When the General Assembly began the 2012 Regular Session in January, there was little doubt what its biggest challenge would be: writing a two-year budget that could continue meeting the state’s critical needs in light of previous cuts totaling more than a billion dollars.
On Friday evening, after weeks of discussion and several late nights working on a compromise, the House and Senate put its support behind a spending plan that will go a long way to achieving that goal.
Even before final negotiations began, both chambers had already agreed in large measure with the budget Governor Beshear presented in the session’s opening days. My legislative colleagues and I agree that, like any family during tough times, we must live within our means, and that we must limit debt as much as possible while still investing in those areas that will pay dividends long into the future.
As a result, this budget has no tax increases but no raises, either. With few exceptions, all three branches of government are taking the same 8.4 percent cut next fiscal year, which begins in July, and then maintaining that level of spending in the budget’s second year.
The exceptions include classroom funding, which we have shielded as much as possible during this economic downturn, and other such areas as Medicaid, corrections, financial aid for college students, local prosecutors and services for veterans. Our social workers will actually see an increase in both money and staffing, in an effort to reduce the heavy caseloads they now have.
Last year’s major reforms of Medicaid and our criminal justice system are beginning to show the financial savings we had hoped for. In Medicaid, that totals more than $300 million, while savings in corrections will allow us to give $9 million to counties to help with their jail costs and to use nearly $7 million to boost substance abuse programs many of our state prisoners need.
The budget includes a little more than $1 million to expand the veterans nursing home in Western Kentucky and gives approval to go ahead with a new veterans nursing home – which would be the state’s fourth – if the federal government approves.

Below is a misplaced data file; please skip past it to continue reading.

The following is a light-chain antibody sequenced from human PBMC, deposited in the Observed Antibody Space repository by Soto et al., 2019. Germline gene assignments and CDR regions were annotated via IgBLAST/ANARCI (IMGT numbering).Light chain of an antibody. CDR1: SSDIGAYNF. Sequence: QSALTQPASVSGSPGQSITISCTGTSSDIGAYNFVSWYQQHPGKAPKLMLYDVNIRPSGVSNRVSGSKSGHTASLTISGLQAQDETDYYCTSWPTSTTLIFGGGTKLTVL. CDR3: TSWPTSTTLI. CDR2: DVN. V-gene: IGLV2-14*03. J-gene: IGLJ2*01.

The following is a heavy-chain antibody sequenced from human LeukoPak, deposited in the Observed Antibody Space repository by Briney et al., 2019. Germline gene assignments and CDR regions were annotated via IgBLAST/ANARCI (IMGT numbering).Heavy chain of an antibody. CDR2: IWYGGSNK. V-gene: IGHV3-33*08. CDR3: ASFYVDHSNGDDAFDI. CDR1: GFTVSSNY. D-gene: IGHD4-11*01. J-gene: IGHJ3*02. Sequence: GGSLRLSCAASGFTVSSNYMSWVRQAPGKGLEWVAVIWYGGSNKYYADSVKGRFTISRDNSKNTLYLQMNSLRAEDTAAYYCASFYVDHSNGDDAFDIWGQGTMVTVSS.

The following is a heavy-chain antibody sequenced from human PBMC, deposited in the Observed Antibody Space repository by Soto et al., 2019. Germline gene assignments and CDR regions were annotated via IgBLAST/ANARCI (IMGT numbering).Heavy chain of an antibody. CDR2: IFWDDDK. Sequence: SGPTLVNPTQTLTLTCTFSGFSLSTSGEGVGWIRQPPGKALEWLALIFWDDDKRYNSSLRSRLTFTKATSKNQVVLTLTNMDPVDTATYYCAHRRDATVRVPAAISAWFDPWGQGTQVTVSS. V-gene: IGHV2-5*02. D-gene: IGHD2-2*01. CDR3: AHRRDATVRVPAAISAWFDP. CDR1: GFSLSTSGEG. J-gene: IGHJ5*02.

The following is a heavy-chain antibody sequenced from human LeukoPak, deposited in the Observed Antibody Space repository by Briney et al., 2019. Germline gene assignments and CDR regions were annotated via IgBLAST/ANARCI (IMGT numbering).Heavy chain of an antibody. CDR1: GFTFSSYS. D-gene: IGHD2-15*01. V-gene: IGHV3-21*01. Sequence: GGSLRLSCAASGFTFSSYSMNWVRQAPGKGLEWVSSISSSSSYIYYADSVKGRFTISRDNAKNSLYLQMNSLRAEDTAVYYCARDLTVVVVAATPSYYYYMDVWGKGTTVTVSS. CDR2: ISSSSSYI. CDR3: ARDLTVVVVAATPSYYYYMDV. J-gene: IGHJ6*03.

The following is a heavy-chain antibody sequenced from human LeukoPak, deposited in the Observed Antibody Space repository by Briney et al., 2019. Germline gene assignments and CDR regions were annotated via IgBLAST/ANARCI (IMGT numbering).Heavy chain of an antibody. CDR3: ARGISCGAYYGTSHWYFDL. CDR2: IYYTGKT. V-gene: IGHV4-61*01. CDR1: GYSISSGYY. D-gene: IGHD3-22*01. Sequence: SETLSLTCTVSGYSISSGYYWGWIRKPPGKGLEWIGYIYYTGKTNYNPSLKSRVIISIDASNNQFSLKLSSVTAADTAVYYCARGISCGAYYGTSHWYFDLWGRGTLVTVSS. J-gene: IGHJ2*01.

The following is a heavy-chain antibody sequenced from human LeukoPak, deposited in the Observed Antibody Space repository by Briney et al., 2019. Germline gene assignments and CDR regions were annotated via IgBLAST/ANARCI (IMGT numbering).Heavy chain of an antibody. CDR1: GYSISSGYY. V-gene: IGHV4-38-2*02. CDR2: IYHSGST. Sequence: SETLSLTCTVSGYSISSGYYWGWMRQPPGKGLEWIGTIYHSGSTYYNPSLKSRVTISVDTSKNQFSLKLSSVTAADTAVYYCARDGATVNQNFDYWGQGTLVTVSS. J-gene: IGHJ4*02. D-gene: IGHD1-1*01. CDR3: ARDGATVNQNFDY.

There is additional assistance for both the Kentucky Horse Park and the Kentucky Fair Board, which has been hit hard because of such things as the closure of the Kentucky Kingdom amusement park in Louisville. Design work for renovating Rupp Arena can continue as well, and our state parks will get $6 million for additional maintenance.
In agricultural matters, there are no cuts in the 164 slots available for Kentucky students wanting to become veterinarians. Because Kentucky doesn’t have its own veterinary school, the state helps cover out-of-state tuition costs for students who want to join that profession.
The budget also includes $4 million to lay the groundwork for replacing a veterinary center in Western Kentucky. This center, like the one at the University of Kentucky, plays a critical role in protecting our farm animals from disease.
In another matter, the House and Senate didn’t hesitate to help victims of the March 2nd tornadoes. Those affected by these storms – including those in Pendleton and Campbell counties – will now be able to get a rebate on the sales tax paid for purchases of building materials. Schools in these areas will also not lose any funding because of days they had to miss.
Although it doesn’t affect our region directly, the budget also lays the groundwork for a new scholarship program that will help students in coal-producing counties obtain their four-year college degree. The money will come from coal-severance dollars these counties receive for economic development projects.
While the budget is now awaiting Gov. Beshear’s signature, there is still some work left to be done on the legislative session’s last day, April 12. Normally, we would use that time just to consider any vetoes the governor might issue, but we will also finalize our road plan that day and, hopefully, give final approval to a major initiative that would limit prescription drug abuse.
In addition to the budget, there were numerous other accomplishments this legislative session, but I will have to detail those in a later column.
In the meantime, I appreciate those who have contacted me this legislative session to let me know their views. If you would like to do that, no matter what time of the year, my address is Room 332B, Capitol Annex, 702 Capitol Avenue, Frankfort, KY 40601.
You can also leave a message for me or for any legislator at 800-372-7181. For those with a hearing impairment, the number is 800-896-0305.